People travel thousands of miles to sell Christmas trees on the streets of Manhattan — meet an Alaskan family who has been doing it for 21 years

Christmas Tree vendors, new york city

  • Christmas tree vendors always pop up around New York City after Thanksgiving.
  • The Gilmartins are an Alaskan family who spend the holidays selling evergreens in Manhattan, and have for 21 years.
  • They sleep in a camper and shower at a nearby hostel, taking 12-hour shifts to sell trees around the clock.

‘Tis the season in New York City, which means miniature evergreen forests have sprouted up every few blocks. The Christmas tree-sellers have come to town.

Despite a coniferous tree shortage, vendors have come from all around North America to make some extra cash and brave the crowds and the cold. Newsday reported the market is open to practically anyone — you don’t need a license to sell Christmas trees on the city sidewalks.

Business Insider spoke with the Gilmartins, an Alaskan family running a stand on 22nd Street and Ninth Avenue.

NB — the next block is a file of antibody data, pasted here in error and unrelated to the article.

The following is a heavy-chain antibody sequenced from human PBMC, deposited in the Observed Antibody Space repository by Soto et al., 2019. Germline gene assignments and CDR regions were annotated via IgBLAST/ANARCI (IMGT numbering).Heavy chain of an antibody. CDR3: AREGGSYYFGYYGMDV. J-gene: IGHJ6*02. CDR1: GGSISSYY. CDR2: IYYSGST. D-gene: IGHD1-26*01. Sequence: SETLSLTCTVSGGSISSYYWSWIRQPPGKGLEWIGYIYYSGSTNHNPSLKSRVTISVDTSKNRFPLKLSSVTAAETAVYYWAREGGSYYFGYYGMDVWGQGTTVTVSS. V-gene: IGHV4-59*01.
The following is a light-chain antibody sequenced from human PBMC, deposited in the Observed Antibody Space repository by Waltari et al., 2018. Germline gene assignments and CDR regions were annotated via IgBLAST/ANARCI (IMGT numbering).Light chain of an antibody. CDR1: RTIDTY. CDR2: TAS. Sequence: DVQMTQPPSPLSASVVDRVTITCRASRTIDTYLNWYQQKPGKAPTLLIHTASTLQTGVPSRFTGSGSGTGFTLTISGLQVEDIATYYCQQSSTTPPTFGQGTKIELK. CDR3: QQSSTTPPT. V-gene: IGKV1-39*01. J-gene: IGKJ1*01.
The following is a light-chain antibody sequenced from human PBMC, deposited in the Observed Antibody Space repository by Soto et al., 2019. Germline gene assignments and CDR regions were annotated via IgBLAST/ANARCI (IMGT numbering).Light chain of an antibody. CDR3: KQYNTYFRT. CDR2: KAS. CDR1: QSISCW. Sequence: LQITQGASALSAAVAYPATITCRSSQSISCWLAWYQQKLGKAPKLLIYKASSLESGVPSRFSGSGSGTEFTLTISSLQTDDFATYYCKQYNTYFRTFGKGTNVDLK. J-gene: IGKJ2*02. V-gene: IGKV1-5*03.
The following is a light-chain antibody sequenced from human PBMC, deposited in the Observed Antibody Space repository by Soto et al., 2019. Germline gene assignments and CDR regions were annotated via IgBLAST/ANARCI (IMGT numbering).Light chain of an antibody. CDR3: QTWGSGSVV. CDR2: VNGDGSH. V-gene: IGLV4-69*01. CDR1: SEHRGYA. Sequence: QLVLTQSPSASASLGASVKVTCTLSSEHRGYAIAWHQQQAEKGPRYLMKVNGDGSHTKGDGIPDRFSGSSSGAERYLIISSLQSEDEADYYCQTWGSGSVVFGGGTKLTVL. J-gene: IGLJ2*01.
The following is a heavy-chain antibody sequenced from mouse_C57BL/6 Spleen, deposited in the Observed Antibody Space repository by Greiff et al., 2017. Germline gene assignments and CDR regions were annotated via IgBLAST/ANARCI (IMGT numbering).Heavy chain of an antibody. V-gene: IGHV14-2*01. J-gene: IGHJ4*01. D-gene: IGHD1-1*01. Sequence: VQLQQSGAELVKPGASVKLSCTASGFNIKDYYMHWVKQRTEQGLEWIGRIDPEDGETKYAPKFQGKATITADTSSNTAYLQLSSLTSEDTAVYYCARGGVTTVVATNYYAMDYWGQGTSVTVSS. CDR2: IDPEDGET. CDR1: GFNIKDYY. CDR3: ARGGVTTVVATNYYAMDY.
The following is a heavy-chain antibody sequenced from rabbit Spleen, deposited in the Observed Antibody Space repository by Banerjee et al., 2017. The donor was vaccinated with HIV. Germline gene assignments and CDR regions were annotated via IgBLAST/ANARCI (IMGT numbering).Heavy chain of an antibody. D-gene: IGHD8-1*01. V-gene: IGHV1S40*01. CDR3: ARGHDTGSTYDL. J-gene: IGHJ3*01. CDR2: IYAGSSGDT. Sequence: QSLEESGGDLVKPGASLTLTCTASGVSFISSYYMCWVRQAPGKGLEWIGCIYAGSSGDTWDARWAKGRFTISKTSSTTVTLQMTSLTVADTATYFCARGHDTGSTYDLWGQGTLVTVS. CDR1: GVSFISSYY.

Back in 2015, AP reported they sell about 500 trees a season, earning around $14 an hour.

Married couple Tom and Michele have sold trees in Manhattan for 21 years, and their son Rory has accompanied them on the journey since he was a baby.

“What an adventure, right?” Tom told Business Insider. “We feel like we’re part of this place, for sure.”

This story was originally published in December 2017.

The couple hails from Nikiski, Alaska. Both work in the commercial fishing industry. Tom caught the Christmas tree bug from his sister, who sold trees in Manhattan for 30 years.

Tom said there was a lull in business at the fisheries at the time. “There was nothing to do,” Tom said. The couple had a rough time during their first year, but they just kept coming back and got used to the work.

When Rory was little, Michele would carry him on her back or put him in a baby swing attached to the stand. He grew up playing in the stacks of trees — climbing up on the pile or crawling between the rows.

See the rest of the story at Business Insider

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